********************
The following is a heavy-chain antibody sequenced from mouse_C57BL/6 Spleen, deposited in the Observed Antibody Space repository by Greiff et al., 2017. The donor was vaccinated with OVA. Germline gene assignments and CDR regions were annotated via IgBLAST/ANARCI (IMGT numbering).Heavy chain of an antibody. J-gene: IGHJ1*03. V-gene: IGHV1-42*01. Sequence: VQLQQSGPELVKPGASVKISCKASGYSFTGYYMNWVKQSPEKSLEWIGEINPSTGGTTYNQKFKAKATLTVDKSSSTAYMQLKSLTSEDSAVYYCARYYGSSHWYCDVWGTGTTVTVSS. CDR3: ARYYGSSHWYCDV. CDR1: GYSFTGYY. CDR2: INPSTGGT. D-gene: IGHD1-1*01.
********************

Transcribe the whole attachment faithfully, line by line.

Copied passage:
The following is a heavy-chain antibody sequenced from mouse_C57BL/6 Spleen, deposited in the Observed Antibody Space repository by Greiff et al., 2017. The donor was vaccinated with OVA. Germline gene assignments and CDR regions were annotated via IgBLAST/ANARCI (IMGT numbering).Heavy chain of an antibody. J-gene: IGHJ1*03. V-gene: IGHV1-42*01. Sequence: VQLQQSGPELVKPGASVKISCKASGYSFTGYYMNWVKQSPEKSLEWIGEINPSTGGTTYNQKFKAKATLTVDKSSSTAYMQLKSLTSEDSAVYYCARYYGSSHWYCDVWGTGTTVTVSS. CDR3: ARYYGSSHWYCDV. CDR1: GYSFTGYY. CDR2: INPSTGGT. D-gene: IGHD1-1*01.